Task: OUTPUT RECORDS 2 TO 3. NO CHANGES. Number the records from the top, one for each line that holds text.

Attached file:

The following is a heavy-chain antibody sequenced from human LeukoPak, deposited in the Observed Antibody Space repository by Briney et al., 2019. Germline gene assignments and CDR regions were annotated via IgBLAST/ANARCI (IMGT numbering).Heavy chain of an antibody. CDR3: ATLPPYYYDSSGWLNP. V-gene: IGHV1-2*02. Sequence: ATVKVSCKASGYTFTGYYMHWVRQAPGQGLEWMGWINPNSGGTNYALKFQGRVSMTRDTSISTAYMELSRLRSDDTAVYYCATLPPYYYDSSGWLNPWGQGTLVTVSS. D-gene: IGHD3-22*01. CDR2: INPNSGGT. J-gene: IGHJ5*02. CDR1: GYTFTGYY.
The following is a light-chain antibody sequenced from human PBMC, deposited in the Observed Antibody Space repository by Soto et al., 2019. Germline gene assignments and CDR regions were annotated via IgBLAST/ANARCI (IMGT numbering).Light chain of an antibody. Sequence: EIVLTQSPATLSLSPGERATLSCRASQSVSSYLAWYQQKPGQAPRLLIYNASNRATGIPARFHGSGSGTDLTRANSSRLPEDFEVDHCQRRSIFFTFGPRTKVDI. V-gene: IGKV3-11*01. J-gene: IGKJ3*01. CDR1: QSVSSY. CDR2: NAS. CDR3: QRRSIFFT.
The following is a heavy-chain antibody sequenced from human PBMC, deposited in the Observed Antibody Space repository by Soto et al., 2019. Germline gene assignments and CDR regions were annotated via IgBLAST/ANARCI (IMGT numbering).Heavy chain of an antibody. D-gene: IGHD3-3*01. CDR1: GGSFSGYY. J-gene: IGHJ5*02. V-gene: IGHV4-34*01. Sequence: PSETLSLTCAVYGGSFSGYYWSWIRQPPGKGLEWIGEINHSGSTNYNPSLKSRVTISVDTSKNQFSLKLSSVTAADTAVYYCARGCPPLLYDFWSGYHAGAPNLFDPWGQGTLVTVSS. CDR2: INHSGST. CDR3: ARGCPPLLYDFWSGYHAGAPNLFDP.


The following is a light-chain antibody sequenced from human PBMC, deposited in the Observed Antibody Space repository by Soto et al., 2019. Germline gene assignments and CDR regions were annotated via IgBLAST/ANARCI (IMGT numbering).Light chain of an antibody. Sequence: EIVLTQSPATLSLSPGERATLSCRASQSVSSYLAWYQQKPGQAPRLLIYNASNRATGIPARFHGSGSGTDLTRANSSRLPEDFEVDHCQRRSIFFTFGPRTKVDI. V-gene: IGKV3-11*01. J-gene: IGKJ3*01. CDR1: QSVSSY. CDR2: NAS. CDR3: QRRSIFFT.
The following is a heavy-chain antibody sequenced from human PBMC, deposited in the Observed Antibody Space repository by Soto et al., 2019. Germline gene assignments and CDR regions were annotated via IgBLAST/ANARCI (IMGT numbering).Heavy chain of an antibody. D-gene: IGHD3-3*01. CDR1: GGSFSGYY. J-gene: IGHJ5*02. V-gene: IGHV4-34*01. Sequence: PSETLSLTCAVYGGSFSGYYWSWIRQPPGKGLEWIGEINHSGSTNYNPSLKSRVTISVDTSKNQFSLKLSSVTAADTAVYYCARGCPPLLYDFWSGYHAGAPNLFDPWGQGTLVTVSS. CDR2: INHSGST. CDR3: ARGCPPLLYDFWSGYHAGAPNLFDP.